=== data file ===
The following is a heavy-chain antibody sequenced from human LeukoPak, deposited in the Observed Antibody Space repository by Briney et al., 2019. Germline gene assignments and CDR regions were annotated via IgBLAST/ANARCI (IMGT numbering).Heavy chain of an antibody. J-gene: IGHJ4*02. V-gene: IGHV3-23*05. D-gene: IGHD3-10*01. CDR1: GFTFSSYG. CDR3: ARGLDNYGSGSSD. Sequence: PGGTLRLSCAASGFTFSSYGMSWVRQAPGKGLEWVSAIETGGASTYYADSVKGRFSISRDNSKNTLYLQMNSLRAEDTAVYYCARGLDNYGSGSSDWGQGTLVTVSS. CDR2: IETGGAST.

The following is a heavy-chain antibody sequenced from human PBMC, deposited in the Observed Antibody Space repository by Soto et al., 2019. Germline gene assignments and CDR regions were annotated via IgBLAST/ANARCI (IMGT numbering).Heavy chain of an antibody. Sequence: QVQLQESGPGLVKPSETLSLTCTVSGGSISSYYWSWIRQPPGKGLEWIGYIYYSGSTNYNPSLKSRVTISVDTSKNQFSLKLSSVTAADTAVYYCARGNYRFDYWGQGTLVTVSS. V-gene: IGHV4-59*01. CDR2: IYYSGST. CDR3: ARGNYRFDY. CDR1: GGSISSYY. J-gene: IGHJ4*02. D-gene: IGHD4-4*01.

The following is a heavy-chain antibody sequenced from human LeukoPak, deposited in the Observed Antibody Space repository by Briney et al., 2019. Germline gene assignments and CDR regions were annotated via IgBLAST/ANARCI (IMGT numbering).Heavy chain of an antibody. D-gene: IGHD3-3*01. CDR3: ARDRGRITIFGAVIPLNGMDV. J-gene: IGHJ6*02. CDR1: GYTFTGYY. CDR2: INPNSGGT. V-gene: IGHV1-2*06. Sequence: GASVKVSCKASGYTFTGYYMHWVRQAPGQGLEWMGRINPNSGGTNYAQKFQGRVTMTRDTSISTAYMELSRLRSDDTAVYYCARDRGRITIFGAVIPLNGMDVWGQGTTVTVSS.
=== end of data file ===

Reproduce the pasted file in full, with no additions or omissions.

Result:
The following is a heavy-chain antibody sequenced from human LeukoPak, deposited in the Observed Antibody Space repository by Briney et al., 2019. Germline gene assignments and CDR regions were annotated via IgBLAST/ANARCI (IMGT numbering).Heavy chain of an antibody. J-gene: IGHJ4*02. V-gene: IGHV3-23*05. D-gene: IGHD3-10*01. CDR1: GFTFSSYG. CDR3: ARGLDNYGSGSSD. Sequence: PGGTLRLSCAASGFTFSSYGMSWVRQAPGKGLEWVSAIETGGASTYYADSVKGRFSISRDNSKNTLYLQMNSLRAEDTAVYYCARGLDNYGSGSSDWGQGTLVTVSS. CDR2: IETGGAST.

The following is a heavy-chain antibody sequenced from human PBMC, deposited in the Observed Antibody Space repository by Soto et al., 2019. Germline gene assignments and CDR regions were annotated via IgBLAST/ANARCI (IMGT numbering).Heavy chain of an antibody. Sequence: QVQLQESGPGLVKPSETLSLTCTVSGGSISSYYWSWIRQPPGKGLEWIGYIYYSGSTNYNPSLKSRVTISVDTSKNQFSLKLSSVTAADTAVYYCARGNYRFDYWGQGTLVTVSS. V-gene: IGHV4-59*01. CDR2: IYYSGST. CDR3: ARGNYRFDY. CDR1: GGSISSYY. J-gene: IGHJ4*02. D-gene: IGHD4-4*01.

The following is a heavy-chain antibody sequenced from human LeukoPak, deposited in the Observed Antibody Space repository by Briney et al., 2019. Germline gene assignments and CDR regions were annotated via IgBLAST/ANARCI (IMGT numbering).Heavy chain of an antibody. D-gene: IGHD3-3*01. CDR3: ARDRGRITIFGAVIPLNGMDV. J-gene: IGHJ6*02. CDR1: GYTFTGYY. CDR2: INPNSGGT. V-gene: IGHV1-2*06. Sequence: GASVKVSCKASGYTFTGYYMHWVRQAPGQGLEWMGRINPNSGGTNYAQKFQGRVTMTRDTSISTAYMELSRLRSDDTAVYYCARDRGRITIFGAVIPLNGMDVWGQGTTVTVSS.